The New Guard
Tourists typically flock to see the ceremonial changing of the guards, which is exactly what it sounds like. An individual or group who is in charge of keeping watch is replaced by another. Parents are obviously the guardians when it comes to children, but that guardianship typically goes on into adulthood. Last night I witnessed a type of changing of the guards, and it wasn’t at Arlington National Cemetery or Buckingham Palace. It was on the sofa in our living room.
The Old Guard:
Paul’s mom was an amazing problem solver. She started two incredibly successful businesses and supported her family with 5 children all by herself. As I’m sure you can imagine, it’s pretty close to impossible to run a business, let alone have 5 kids without running into some major snafus along the way.
As very young adults and young entrepreneurs Paul and I would run things by her when we were first getting our business off the ground. She would listen to our problems, hear our thoughts and possible solutions and give some feedback. Sometimes when things were stressful and the job was getting to us, we would go see her just to visit and talk about things in general.
The New Guard:
Last night Madi phoned late. She is always pushing herself to try new things - things outside of her comfort zone. She is fearless, and I am in awe of that level of willingness to take risks. But it doesn’t always work out. Sometimes you fail when you venture into different, unfamiliar realms. And the phone call was to tell us she didn’t make it. We were actually relieved as it would have strained her already tight daily schedule. But she was disappointed and tired, so a couple of tears of frustration might have been shed.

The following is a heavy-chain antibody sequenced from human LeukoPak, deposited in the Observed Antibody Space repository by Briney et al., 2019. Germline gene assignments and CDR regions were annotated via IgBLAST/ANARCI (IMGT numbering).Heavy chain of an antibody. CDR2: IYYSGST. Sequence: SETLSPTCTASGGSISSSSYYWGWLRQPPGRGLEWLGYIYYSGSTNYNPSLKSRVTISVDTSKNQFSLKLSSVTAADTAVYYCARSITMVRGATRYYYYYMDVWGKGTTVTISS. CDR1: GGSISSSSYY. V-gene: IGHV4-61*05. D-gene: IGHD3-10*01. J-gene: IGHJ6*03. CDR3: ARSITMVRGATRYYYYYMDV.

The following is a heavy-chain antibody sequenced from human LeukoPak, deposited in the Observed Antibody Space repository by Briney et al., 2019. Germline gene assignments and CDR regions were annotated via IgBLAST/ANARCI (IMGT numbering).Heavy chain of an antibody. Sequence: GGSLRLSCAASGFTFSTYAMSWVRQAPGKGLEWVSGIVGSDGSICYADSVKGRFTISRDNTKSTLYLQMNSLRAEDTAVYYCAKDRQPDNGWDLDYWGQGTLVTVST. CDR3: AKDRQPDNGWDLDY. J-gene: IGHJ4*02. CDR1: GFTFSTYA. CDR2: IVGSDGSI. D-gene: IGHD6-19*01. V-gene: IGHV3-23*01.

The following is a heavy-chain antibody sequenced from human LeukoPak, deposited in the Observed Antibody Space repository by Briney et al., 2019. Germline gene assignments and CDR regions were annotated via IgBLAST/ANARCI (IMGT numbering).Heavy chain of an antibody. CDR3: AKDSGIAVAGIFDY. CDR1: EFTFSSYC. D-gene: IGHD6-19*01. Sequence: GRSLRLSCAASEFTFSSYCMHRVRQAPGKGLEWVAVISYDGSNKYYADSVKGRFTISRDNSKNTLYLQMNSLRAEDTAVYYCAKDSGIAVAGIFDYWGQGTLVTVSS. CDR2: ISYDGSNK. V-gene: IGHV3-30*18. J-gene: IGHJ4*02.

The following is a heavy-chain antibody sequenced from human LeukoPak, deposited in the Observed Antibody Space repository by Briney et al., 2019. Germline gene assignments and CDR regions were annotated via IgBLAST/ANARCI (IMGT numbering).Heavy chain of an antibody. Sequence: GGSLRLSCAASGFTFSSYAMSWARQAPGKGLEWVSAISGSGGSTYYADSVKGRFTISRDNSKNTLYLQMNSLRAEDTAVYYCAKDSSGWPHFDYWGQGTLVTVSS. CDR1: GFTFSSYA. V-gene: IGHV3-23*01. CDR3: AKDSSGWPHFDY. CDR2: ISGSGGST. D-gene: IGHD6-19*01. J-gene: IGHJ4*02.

Paul started asking her questions and getting her to talk it all through. He gave her different possibilities as to why she might not have made it, and the positive sides of NOT making it. By the end of the call, the sting had been removed, and we were all howling with laughter.
I’ve always heard that from an evolutionary standpoint, men choose women who show signs of great fertility, and women choose men who look to be good providers. I don’t know how true that is although it certainly could be. If that’s the case, I must have chosen Paul because he appeared to be a good playmate for a child.
Proof of that would be when Madi was around 9 or 10 years old, and we were at the pool. A woman came up to me and asked if “that” was my husband. “Who?” I questioned. “King of the Barbies over there,” she said as she pointed. Yes, I replied without even needing to look.
And it’s true, Paul probably logged almost as many hours of play with Madi as he did with his brothers when he was young. He learned how to do a mean impression of Ursula, the sea witch from The Little Mermaid, and he did such an excellent job with a puppet that a 4-year-old Madi asked him to leave the room so she could talk to Missy alone. He gently explained that he kind of HAD to stay.
But he’s also been to hospitals for spinal taps, migraines, and stitches - although he usually has to offer his “support” from the waiting room. He has given advice, some solicited but mostly unsolicited, about boys, dating, driving, and a whole host of other subjects. And he has loved greatly from both near and far. Not too bad for the New Guard.